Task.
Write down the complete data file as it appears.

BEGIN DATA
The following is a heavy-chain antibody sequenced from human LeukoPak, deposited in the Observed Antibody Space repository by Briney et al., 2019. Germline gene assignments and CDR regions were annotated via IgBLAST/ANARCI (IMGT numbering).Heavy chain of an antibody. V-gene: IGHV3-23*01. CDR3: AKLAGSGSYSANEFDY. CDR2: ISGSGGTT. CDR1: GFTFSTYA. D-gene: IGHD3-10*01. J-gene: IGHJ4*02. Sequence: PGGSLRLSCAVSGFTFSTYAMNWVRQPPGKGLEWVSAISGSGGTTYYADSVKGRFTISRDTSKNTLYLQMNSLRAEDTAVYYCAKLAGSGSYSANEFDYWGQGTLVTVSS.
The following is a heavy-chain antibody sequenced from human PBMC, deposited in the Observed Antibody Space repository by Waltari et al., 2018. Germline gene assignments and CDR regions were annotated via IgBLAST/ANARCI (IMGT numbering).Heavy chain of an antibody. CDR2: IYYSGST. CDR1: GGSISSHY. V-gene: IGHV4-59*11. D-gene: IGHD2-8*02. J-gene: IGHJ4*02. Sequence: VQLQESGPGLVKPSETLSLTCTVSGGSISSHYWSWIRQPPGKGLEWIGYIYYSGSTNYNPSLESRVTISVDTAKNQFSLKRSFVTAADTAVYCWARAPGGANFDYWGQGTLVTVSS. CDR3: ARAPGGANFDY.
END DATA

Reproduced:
The following is a heavy-chain antibody sequenced from human LeukoPak, deposited in the Observed Antibody Space repository by Briney et al., 2019. Germline gene assignments and CDR regions were annotated via IgBLAST/ANARCI (IMGT numbering).Heavy chain of an antibody. V-gene: IGHV3-23*01. CDR3: AKLAGSGSYSANEFDY. CDR2: ISGSGGTT. CDR1: GFTFSTYA. D-gene: IGHD3-10*01. J-gene: IGHJ4*02. Sequence: PGGSLRLSCAVSGFTFSTYAMNWVRQPPGKGLEWVSAISGSGGTTYYADSVKGRFTISRDTSKNTLYLQMNSLRAEDTAVYYCAKLAGSGSYSANEFDYWGQGTLVTVSS.
The following is a heavy-chain antibody sequenced from human PBMC, deposited in the Observed Antibody Space repository by Waltari et al., 2018. Germline gene assignments and CDR regions were annotated via IgBLAST/ANARCI (IMGT numbering).Heavy chain of an antibody. CDR2: IYYSGST. CDR1: GGSISSHY. V-gene: IGHV4-59*11. D-gene: IGHD2-8*02. J-gene: IGHJ4*02. Sequence: VQLQESGPGLVKPSETLSLTCTVSGGSISSHYWSWIRQPPGKGLEWIGYIYYSGSTNYNPSLESRVTISVDTAKNQFSLKRSFVTAADTAVYCWARAPGGANFDYWGQGTLVTVSS. CDR3: ARAPGGANFDY.